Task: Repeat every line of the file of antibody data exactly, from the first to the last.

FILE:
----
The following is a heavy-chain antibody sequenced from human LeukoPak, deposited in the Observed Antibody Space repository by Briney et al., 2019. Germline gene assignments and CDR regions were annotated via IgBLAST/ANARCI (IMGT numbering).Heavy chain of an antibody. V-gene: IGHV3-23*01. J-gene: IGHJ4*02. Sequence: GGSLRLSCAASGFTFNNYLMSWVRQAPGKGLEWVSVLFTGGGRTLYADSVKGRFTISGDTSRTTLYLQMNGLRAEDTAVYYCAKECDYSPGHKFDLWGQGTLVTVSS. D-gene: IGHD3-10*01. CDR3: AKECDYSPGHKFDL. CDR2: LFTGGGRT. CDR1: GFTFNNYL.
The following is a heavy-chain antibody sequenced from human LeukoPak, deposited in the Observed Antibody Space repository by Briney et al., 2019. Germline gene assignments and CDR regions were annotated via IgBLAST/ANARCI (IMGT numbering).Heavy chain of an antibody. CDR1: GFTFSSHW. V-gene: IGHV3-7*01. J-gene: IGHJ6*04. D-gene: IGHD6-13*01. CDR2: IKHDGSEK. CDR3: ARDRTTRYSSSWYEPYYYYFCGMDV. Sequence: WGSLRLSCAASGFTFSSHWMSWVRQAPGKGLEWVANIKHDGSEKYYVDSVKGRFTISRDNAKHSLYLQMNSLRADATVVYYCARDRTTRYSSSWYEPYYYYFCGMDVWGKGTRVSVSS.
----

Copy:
The following is a heavy-chain antibody sequenced from human LeukoPak, deposited in the Observed Antibody Space repository by Briney et al., 2019. Germline gene assignments and CDR regions were annotated via IgBLAST/ANARCI (IMGT numbering).Heavy chain of an antibody. V-gene: IGHV3-23*01. J-gene: IGHJ4*02. Sequence: GGSLRLSCAASGFTFNNYLMSWVRQAPGKGLEWVSVLFTGGGRTLYADSVKGRFTISGDTSRTTLYLQMNGLRAEDTAVYYCAKECDYSPGHKFDLWGQGTLVTVSS. D-gene: IGHD3-10*01. CDR3: AKECDYSPGHKFDL. CDR2: LFTGGGRT. CDR1: GFTFNNYL.
The following is a heavy-chain antibody sequenced from human LeukoPak, deposited in the Observed Antibody Space repository by Briney et al., 2019. Germline gene assignments and CDR regions were annotated via IgBLAST/ANARCI (IMGT numbering).Heavy chain of an antibody. CDR1: GFTFSSHW. V-gene: IGHV3-7*01. J-gene: IGHJ6*04. D-gene: IGHD6-13*01. CDR2: IKHDGSEK. CDR3: ARDRTTRYSSSWYEPYYYYFCGMDV. Sequence: WGSLRLSCAASGFTFSSHWMSWVRQAPGKGLEWVANIKHDGSEKYYVDSVKGRFTISRDNAKHSLYLQMNSLRADATVVYYCARDRTTRYSSSWYEPYYYYFCGMDVWGKGTRVSVSS.